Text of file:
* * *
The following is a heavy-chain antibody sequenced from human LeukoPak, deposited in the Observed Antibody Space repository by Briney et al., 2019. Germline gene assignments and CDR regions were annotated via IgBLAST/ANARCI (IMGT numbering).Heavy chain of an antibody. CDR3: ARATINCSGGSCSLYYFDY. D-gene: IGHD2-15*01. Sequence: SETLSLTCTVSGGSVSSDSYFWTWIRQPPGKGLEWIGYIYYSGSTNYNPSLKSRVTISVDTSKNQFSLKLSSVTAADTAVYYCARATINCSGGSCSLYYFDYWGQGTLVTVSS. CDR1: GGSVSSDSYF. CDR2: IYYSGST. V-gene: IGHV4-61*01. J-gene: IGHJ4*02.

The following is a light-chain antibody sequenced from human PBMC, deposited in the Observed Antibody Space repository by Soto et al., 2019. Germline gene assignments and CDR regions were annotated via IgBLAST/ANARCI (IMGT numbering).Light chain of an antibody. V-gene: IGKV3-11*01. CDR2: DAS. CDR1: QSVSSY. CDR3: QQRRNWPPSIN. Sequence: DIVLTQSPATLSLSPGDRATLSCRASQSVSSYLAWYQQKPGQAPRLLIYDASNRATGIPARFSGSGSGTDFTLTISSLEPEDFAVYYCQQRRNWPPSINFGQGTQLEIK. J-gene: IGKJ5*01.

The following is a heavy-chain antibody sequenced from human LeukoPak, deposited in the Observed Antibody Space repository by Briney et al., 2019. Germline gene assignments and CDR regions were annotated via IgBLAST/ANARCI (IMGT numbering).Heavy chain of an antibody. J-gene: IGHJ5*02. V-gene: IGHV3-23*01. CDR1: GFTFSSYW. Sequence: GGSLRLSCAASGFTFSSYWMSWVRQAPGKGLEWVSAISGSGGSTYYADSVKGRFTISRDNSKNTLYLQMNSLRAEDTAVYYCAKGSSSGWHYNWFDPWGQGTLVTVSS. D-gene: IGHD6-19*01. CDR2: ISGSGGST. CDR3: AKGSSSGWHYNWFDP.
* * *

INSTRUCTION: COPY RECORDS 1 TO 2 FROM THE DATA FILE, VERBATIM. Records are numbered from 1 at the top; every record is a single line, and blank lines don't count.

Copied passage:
The following is a heavy-chain antibody sequenced from human LeukoPak, deposited in the Observed Antibody Space repository by Briney et al., 2019. Germline gene assignments and CDR regions were annotated via IgBLAST/ANARCI (IMGT numbering).Heavy chain of an antibody. CDR3: ARATINCSGGSCSLYYFDY. D-gene: IGHD2-15*01. Sequence: SETLSLTCTVSGGSVSSDSYFWTWIRQPPGKGLEWIGYIYYSGSTNYNPSLKSRVTISVDTSKNQFSLKLSSVTAADTAVYYCARATINCSGGSCSLYYFDYWGQGTLVTVSS. CDR1: GGSVSSDSYF. CDR2: IYYSGST. V-gene: IGHV4-61*01. J-gene: IGHJ4*02.

The following is a light-chain antibody sequenced from human PBMC, deposited in the Observed Antibody Space repository by Soto et al., 2019. Germline gene assignments and CDR regions were annotated via IgBLAST/ANARCI (IMGT numbering).Light chain of an antibody. V-gene: IGKV3-11*01. CDR2: DAS. CDR1: QSVSSY. CDR3: QQRRNWPPSIN. Sequence: DIVLTQSPATLSLSPGDRATLSCRASQSVSSYLAWYQQKPGQAPRLLIYDASNRATGIPARFSGSGSGTDFTLTISSLEPEDFAVYYCQQRRNWPPSINFGQGTQLEIK. J-gene: IGKJ5*01.